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CAPTAIN MARVEL’s Clark Gregg Has a Message for Toxic Fans
Captain Marvel made Marvel Cinematic Universe history over the weekend in more ways than one. Not only is the film the first time in the decade-long shared superhero universe that a female superhero has headlined her own film, but it also generated $465 million worldwide at the box office, and set a number of records in the process.

These massive ticket sales figures come on the heels of a coordinated campaign by trolls, troglodytes, toxic fans, and all sorts of internet goblins who decided to externalize their misogyny after misunderstanding what Brie Larson meant when she said she wanted to use her privilege and position to ensure the Captain Marvel press tour featured historically underrepresented groups, including women, people of color, and the disabled. To ensure Captain Marvel‘s defeat, these grade-A dinguses attempted to flood the film’s Rotten Tomatoes page with negative reviews before the film ever hit theaters and long before any of them had a chance to see it. It was so egregious and blatant that it helped to finally prompt Rotten Tomatoes to make substantive changes to its audience review policy.

But not everyone is taking this lying down. Actor Clark Gregg, who reprises his role as Agent Phil Coulson, stopped by Nerdist last week to chat about Captain Marvel, why it matters so much in the larger cinematic landscape, and much more. But more importantly, he had some strong words for the haters out there:

“There are people who get very bent out of shape about the fact that she’s a woman, and that Brie’s a woman and wants to see women moving into an equal place in humanity to men,” Gregg said of toxic fandom. “Sad. It must be sad to be that kind of dinosaur wandering towards the tar pits.”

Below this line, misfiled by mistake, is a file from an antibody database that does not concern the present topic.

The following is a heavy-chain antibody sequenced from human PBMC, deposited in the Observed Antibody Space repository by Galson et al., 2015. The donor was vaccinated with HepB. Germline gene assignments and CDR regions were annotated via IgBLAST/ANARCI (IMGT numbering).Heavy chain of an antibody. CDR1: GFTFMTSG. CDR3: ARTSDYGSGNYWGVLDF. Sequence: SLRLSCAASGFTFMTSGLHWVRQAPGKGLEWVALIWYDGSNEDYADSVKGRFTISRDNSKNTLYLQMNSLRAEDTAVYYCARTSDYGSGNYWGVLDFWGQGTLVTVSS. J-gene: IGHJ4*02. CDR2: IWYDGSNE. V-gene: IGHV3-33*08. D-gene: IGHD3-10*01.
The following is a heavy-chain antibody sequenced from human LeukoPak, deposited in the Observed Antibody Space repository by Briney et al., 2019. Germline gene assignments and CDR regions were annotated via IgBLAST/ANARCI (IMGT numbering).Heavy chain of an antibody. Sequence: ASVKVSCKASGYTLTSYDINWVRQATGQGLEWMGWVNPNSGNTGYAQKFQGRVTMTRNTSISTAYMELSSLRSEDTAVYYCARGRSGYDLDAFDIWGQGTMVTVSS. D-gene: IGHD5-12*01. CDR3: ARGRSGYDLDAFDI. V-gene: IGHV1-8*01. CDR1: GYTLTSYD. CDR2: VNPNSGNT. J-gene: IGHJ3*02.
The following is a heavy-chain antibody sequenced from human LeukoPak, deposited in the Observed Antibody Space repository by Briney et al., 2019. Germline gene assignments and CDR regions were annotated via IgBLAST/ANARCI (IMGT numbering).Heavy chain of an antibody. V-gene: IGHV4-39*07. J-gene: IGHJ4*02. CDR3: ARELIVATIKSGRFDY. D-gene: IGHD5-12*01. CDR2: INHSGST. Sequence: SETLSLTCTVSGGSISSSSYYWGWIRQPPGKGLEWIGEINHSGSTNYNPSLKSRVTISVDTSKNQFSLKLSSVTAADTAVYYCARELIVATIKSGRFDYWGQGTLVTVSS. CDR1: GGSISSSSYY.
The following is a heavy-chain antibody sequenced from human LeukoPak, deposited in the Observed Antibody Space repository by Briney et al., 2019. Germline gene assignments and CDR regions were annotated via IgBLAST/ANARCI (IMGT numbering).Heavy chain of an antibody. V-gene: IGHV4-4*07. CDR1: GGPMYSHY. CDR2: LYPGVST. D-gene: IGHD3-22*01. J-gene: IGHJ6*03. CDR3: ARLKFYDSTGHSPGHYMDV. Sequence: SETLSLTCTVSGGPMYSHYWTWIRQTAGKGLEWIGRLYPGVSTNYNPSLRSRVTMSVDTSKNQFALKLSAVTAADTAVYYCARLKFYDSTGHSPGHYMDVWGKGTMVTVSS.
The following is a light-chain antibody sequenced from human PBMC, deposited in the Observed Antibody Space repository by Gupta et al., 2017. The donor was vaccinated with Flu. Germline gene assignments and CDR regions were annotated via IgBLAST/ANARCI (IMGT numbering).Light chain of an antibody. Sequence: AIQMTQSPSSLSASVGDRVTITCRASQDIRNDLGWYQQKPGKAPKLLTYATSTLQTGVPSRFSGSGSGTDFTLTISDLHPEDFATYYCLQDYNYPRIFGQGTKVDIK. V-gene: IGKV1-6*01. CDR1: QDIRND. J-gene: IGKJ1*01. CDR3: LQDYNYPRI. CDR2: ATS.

Gregg also had quite a bit to say about why Captain Marvel finally coming to the big screen is so important for the Marvel Cinematic Universe. “It wouldn’t have been a complete canvas without someone like Captain Marvel in the same way that it was never going to be a complete canvas without T’Challa and Wakanda,” Gregg added. To hear our full interview, watch the video above.

All of this is to say that while you don’t have to love Captain Marvel, it is still an important milestone for the MCU and the larger cinematic landscape. Everyone deserves to see their experience represented on the big screen. And if you don’t like it, that’s fine. There are 20 other Marvel movies that you can watch. But for those of you who can’t find anything constructive to say, then let me offer you some advice: just log off. This isn’t what fandom is about and you need to be better.

Captain Marvel is in theaters now. Read our review right here.

Images: Marvel

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